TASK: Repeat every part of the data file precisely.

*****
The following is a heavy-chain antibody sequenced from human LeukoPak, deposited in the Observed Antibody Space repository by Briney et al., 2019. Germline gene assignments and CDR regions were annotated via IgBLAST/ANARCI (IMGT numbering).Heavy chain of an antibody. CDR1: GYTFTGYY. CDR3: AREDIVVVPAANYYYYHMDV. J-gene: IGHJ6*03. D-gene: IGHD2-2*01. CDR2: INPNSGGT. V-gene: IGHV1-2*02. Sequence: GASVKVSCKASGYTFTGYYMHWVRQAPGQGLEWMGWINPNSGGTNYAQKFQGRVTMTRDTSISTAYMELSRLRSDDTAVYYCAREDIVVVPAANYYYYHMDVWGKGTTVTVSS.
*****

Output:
The following is a heavy-chain antibody sequenced from human LeukoPak, deposited in the Observed Antibody Space repository by Briney et al., 2019. Germline gene assignments and CDR regions were annotated via IgBLAST/ANARCI (IMGT numbering).Heavy chain of an antibody. CDR1: GYTFTGYY. CDR3: AREDIVVVPAANYYYYHMDV. J-gene: IGHJ6*03. D-gene: IGHD2-2*01. CDR2: INPNSGGT. V-gene: IGHV1-2*02. Sequence: GASVKVSCKASGYTFTGYYMHWVRQAPGQGLEWMGWINPNSGGTNYAQKFQGRVTMTRDTSISTAYMELSRLRSDDTAVYYCAREDIVVVPAANYYYYHMDVWGKGTTVTVSS.